White House seeks to build support in Congress ahead of action in Syria

The White House reached out to Speaker John BoehnerJohn Andrew BoehnerFeehery: The next Republican wave is coming Rift widens between business groups and House GOP Juan Williams: Pelosi shows her power MORE (R-Ohio) Monday as part of an effort to build congressional support ahead of what appears to be an imminent military strike against Syria.

Press secretary Jay Carney said administration officials, including those from the White House and State Department, were actively "consulting with Congress " as it weighs a response to the "repugnant" use of chemical weapons in Syria.


And a spokesman for BoehnerJohn Andrew BoehnerFeehery: The next Republican wave is coming Rift widens between business groups and House GOP Juan Williams: Pelosi shows her power MORE said Monday that officials from the White House had "preliminary communication” with the top Republican lawmaker about possible avenues.

"The Speaker made clear that before any action is taken, there must be meaningful consultation with members of Congress, as well as clearly defined objectives and a broader strategy to achieve stability,” Boehner aide Brendan Buck said.

The outreach comes as lawmakers have started demanding to be kept in the loop amid signs that U.S. strikes in Syria might be imminent. 

Congress wants to avoid a repeat of the air campaign to remove Moammar Gadhafi in Libya two years ago, which also began while lawmakers were in recess and left many feeling sidelined.

“War Powers Resolution is consistent w/Constitution: Pres can take unilateral action only pursuant to nat'l emergency,” Rep. Justin AmashJustin AmashDemocrats defend Afghan withdrawal amid Taliban advance Vietnam shadow hangs over Biden decision on Afghanistan Kamala Harris and our shameless politics MORE (R-Mich.) tweeted on Monday after Kerry's speech, which laid out a rationale for action against Assad.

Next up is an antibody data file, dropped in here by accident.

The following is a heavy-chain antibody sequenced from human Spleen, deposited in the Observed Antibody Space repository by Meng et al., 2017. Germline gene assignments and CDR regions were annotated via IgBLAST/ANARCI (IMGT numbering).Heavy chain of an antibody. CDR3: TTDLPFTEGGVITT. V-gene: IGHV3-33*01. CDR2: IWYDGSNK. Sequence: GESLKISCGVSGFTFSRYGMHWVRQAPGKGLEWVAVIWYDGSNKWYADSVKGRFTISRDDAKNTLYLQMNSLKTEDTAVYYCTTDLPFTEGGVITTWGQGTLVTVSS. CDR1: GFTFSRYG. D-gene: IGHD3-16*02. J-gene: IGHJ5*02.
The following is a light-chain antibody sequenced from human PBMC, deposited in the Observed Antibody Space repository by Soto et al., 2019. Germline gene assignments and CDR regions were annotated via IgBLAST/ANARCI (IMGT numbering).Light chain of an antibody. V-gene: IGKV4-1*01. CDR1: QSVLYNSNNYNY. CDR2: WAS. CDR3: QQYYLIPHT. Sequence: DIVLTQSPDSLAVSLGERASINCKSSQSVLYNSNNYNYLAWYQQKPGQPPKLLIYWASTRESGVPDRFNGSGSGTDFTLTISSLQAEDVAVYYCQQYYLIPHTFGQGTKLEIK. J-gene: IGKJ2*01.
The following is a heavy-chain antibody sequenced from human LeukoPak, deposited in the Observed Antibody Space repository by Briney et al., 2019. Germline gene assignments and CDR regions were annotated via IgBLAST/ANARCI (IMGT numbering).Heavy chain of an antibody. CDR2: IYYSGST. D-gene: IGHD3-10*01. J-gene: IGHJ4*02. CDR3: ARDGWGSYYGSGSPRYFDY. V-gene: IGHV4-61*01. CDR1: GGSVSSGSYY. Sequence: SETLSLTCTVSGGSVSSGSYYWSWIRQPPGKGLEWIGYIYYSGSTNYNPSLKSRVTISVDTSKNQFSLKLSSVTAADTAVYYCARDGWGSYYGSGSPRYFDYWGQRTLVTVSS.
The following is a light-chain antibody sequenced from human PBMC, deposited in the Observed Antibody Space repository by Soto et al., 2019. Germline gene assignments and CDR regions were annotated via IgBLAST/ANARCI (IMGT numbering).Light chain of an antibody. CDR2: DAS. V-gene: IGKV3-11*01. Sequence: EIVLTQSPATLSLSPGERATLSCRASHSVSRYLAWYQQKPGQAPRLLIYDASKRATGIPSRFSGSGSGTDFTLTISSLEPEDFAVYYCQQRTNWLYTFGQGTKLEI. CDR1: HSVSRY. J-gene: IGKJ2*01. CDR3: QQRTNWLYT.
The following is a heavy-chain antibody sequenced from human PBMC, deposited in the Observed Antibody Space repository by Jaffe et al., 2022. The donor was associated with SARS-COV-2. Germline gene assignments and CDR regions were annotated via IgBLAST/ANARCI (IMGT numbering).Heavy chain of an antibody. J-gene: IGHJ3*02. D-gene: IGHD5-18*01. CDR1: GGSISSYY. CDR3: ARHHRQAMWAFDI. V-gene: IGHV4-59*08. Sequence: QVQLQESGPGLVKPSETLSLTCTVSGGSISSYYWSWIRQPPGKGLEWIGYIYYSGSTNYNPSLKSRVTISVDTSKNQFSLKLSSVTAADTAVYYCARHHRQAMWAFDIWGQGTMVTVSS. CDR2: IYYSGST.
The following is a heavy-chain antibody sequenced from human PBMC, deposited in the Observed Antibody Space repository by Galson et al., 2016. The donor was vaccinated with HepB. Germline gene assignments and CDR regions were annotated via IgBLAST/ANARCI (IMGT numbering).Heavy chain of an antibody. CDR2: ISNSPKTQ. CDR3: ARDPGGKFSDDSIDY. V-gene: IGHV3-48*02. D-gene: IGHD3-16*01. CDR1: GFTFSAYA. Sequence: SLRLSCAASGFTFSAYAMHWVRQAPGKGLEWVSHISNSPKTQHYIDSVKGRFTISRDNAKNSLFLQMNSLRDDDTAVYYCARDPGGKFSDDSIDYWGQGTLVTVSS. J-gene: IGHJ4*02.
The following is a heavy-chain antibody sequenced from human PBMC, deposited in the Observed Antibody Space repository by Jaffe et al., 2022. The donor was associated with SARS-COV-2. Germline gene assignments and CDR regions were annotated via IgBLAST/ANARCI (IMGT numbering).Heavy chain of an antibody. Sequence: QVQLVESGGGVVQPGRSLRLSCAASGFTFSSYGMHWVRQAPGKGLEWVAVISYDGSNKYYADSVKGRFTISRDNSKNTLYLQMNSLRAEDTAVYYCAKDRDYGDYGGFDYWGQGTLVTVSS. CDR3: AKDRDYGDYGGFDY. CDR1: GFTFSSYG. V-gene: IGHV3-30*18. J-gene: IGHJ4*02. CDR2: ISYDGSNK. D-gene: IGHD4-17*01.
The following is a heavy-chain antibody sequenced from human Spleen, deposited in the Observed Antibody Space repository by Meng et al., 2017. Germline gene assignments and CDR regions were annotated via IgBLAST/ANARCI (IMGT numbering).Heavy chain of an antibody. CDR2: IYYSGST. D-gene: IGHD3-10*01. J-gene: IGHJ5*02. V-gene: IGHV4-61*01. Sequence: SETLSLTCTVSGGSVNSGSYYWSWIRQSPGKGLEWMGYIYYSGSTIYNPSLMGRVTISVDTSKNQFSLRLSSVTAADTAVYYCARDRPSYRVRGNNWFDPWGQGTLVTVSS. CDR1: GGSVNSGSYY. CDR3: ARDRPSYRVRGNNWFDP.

Likewise, the top Republican on the Senate Foreign Relations Committee, Sen. Bob CorkerRobert (Bob) Phillips CorkerCheney set to be face of anti-Trump GOP How leaving Afghanistan cancels our post-9/11 use of force The unflappable Liz Cheney: Why Trump Republicans have struggled to crush her  MORE (R-Tenn.), urged the president to come to Congress.

“I don’t think there’s any question in our administration’s mind that chemical warfare has been used, and so ... I hope they come to Congress for an authorization at some point,” Corker told MSNBC Monday morning.

Earlier Monday, Buck complained that though the president was obligated to “consult with Congress on the options he sees as a viable response,” that the “consultation has not yet taken place.”

“More than just to Congress, the president has an obligation to the American people to explain the rationale for the course of action he chooses; why it’s critical to our national security; and what the broader strategy is to achieve stability,” Buck said.

That warning seemed to provoke a response from the White House; by Monday afternoon, Buck reported that staff in the Speaker's office had been contacted. Shortly thereafter, Boehner himself consulted with administration officials.

Likewise, the spokesman for the House Armed Services Committee tweeted Monday, “we haven't been consulted by White House or DoD.”

During his briefing, Carney became defensive when pressed on why some top-ranking Republicans had voiced frustration with not having yet heard from the White House.

“I'm not going to itemize calls or individuals ... there are 535 members. We could spend a lot of time with each individual,” Carney said. “I don't have specific conversations to read out to you, but I can assure you that process is underway and has been underway and will continue to be.”

This post was updated at 6:40 p.m.

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